“That’s strange. The male donkey has come up to us. He seems curious. Maybe he wants an apple but I don’t have any more. Whoa! Sweetie, this male donkey has the biggest hard-on I’ve ever seen! That’s some schlong! Hmm. I feel inadequate…”

Now, I grew up around farm animals. I know a thing or two. “Iuval, get out of there now! He’s jealous! Get away from his woman, I mean it!”

“What? No way. Why would he be jeal…”

What I heard next was

  • hoofbeats
  • Iuval running
  • air whooshing past the phone mic as his arms moved
  • Iuval screaming, “Omigod, omigod, omigod, omigod, omigod, omigod,  omigod, omigod, omigod, omigod, omigod, omigod, omigod, omigod, omigod,…”

Nan makes friendsNow in the seconds these sounds were in my ear, I was thinking, who do I call? How do I tell them where he is when I’ve never been there? Why do men never let me know something and listen to me when I do?

“I’m okay. I’m up a tree.”

“Is it an apple tree?”


“Okay, well, good luck with that. Call me next week.”

Apparently these donkeys were polygamous, not polyamorous.

cu, Iuval makes a call on top of the mountainThese shots are from a day Iuval and I hiked up to an overlook with our friends Nan and Dave. I had to laugh at all four of us–As soon as we got to the top of the mountain, in the donkey pasture, we all stopped conversing, whipped out our our cell phones and dialed the outside world!

Life isn’t going to be the same, is it?

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His initials spell WAR. A wonderful “online magazine in the reality-based community” called Pam’s House Blend posted about Alaska Governor Sarah Palin’s new Attorney General pick. Besides his other right wing credentials, he’s publicly used the words “immoral,” “perversion” and “degenerates” in reference to the queer community. Scary thing is, I’ll bet his mother really is proud. Unless she’s a dyke…

wren-constance-talmadgeAs a “degenerate” on so many different levels, I’m often dismayed at the gulf that seems to divide the left and the right. But it seems that different playbooks, different assumptions drive each. Cultural liberals want to let folks be, we’re comfortable with a range of behaviors, as long as our own personal choice is intact. We can allow that contradictory ideas can both be true and that the different ways our neighbors live are enriching for our children. Cultural conservatives like structure and having things defined in absolutes. I guess then you don’t have to wonder if you’re right or if ideas need updating. They’re absolute. The Bible is a favorite source for absolutes. Strangely, my liberal Christian friends have the same book with the same words in the same order. But their book says very different things…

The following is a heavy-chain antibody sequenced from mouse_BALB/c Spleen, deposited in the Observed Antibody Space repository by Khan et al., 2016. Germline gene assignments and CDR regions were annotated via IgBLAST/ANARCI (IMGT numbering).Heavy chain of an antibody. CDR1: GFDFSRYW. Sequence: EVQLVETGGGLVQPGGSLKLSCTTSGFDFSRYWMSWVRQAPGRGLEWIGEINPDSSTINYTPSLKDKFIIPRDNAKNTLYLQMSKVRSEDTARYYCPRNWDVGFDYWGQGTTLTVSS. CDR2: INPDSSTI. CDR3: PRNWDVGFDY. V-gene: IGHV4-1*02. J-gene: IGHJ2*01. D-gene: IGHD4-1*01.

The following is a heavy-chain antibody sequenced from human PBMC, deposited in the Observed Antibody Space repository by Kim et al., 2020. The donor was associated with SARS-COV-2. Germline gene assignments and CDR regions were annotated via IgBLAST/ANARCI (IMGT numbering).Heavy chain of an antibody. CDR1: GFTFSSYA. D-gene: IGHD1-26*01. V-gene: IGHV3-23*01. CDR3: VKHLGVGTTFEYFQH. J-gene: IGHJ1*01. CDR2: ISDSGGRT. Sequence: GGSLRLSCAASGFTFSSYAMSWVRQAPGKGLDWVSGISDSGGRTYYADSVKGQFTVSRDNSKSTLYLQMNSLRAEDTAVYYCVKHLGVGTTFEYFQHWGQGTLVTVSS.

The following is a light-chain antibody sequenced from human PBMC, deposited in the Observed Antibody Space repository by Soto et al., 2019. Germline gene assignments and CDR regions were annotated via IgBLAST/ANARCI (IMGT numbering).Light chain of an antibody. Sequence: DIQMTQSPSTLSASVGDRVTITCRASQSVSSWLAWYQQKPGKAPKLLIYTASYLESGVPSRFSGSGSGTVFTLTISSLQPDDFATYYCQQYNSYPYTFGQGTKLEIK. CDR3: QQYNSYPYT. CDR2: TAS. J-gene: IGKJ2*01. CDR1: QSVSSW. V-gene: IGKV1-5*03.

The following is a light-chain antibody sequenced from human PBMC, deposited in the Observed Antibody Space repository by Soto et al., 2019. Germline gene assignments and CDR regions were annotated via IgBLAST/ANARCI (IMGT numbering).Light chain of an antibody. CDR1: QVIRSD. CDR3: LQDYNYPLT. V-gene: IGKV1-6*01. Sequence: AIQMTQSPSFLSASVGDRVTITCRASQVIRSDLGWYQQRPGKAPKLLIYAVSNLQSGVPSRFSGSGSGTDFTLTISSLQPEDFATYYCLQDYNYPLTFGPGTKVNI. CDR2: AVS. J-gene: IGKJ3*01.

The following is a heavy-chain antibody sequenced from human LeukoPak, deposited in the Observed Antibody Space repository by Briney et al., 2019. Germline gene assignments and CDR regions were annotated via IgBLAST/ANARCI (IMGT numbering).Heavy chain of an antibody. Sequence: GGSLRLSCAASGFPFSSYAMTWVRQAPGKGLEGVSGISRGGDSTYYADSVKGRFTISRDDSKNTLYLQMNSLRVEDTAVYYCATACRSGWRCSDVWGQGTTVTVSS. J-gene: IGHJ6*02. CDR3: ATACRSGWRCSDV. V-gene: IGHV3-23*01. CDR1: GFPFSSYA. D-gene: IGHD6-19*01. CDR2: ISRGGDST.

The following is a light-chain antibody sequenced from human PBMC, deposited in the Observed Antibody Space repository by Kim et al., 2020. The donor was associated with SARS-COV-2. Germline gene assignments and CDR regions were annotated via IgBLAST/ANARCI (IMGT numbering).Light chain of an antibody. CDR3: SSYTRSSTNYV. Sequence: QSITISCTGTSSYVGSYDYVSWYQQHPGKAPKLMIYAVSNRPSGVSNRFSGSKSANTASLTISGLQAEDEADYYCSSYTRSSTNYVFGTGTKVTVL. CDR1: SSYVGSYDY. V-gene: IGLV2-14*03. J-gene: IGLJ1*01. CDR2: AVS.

rainbow-colors-very-appealing-use-one-its-okayOn facebook, fundamentalists and liberal activists play this out. After the Pope’s remarks that condom distribution only makes the AIDS epidemic in Africa worse, one woman wrote about handing out condoms on her campus. A “friend” shot back that, if everyone would just follow God’s law there would be no homosexuality. After a few exchanges it turns out that his logic was this: Homosexuality may or may not be hardwired for some people. But since “God’s law” is no sex before marriage, and gays can’t marry, well then no homosexuality…

Problem with his plan is, I follow “the goddess’ law.” Sex is sacred…and our gulf remains.

As long as we keep talking past each other over the gulf, every political battle just feels like another in a constant barrage of skirmishes, some lost, some won on a battlefield where the majority rules. I support that fight, but I feel empty that virtually everybody goes home with the same ideas they came with.

My mom, Peg FinnieMy mother, left (literally), is a political science major, a political animal. I have always been called to activism, but as a marcher, not a lobbyist or pundit. I am not a political animal, probably because I’m too emotional. Someone starts arguing me down and I just want to hug them or defect to a warmer climate. My vehicle for change has always been personal action, living by example, networking to transmit my ideas and culture, witnessing for justice and my beliefs as situations arise.

To me, not going shopping is a radical act of social justice.

So is there a way to bring the country closer together? (Note to the Invisible Forces of the Universe: I’m not asking for another 9/11 or Katrina here. I’m asking people what people can do. Butt out. We’ll handle this.)

A friend who’s a sex therapist brought SAR to my attention: Sexual Attitude Reassessment. I’m interested in this sort of thing on a grassroots or cultural level. But I’ll probably start by trying it within Intentional Communities, those wonderful laboratories of cultural change. Play, play, play!